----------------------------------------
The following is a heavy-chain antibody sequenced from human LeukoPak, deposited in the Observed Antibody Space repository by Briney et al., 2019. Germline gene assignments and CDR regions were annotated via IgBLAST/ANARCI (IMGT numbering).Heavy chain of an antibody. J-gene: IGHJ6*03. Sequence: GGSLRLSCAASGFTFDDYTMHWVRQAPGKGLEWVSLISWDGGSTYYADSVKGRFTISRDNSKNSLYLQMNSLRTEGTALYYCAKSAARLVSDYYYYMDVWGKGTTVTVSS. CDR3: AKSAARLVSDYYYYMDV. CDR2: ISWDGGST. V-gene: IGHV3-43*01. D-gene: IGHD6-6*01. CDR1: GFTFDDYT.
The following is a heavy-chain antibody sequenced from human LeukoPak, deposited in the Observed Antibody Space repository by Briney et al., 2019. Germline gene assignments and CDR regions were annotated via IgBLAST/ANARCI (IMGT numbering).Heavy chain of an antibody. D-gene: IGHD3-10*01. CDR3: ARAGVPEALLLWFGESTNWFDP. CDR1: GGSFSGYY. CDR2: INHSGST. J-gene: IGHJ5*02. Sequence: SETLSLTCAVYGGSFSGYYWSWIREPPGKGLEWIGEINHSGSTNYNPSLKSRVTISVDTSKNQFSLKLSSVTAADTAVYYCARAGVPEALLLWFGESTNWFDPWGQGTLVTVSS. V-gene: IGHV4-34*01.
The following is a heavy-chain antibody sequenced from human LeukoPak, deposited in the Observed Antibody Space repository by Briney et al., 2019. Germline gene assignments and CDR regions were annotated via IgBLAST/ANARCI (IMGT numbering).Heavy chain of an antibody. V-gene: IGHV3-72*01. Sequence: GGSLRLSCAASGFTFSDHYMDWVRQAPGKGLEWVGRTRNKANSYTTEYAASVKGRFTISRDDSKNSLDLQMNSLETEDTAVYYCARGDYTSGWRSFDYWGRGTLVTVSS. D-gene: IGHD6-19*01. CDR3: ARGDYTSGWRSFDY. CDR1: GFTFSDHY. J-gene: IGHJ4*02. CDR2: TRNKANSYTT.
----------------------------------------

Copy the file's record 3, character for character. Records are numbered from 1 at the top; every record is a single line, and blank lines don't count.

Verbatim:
The following is a heavy-chain antibody sequenced from human LeukoPak, deposited in the Observed Antibody Space repository by Briney et al., 2019. Germline gene assignments and CDR regions were annotated via IgBLAST/ANARCI (IMGT numbering).Heavy chain of an antibody. V-gene: IGHV3-72*01. Sequence: GGSLRLSCAASGFTFSDHYMDWVRQAPGKGLEWVGRTRNKANSYTTEYAASVKGRFTISRDDSKNSLDLQMNSLETEDTAVYYCARGDYTSGWRSFDYWGRGTLVTVSS. D-gene: IGHD6-19*01. CDR3: ARGDYTSGWRSFDY. CDR1: GFTFSDHY. J-gene: IGHJ4*02. CDR2: TRNKANSYTT.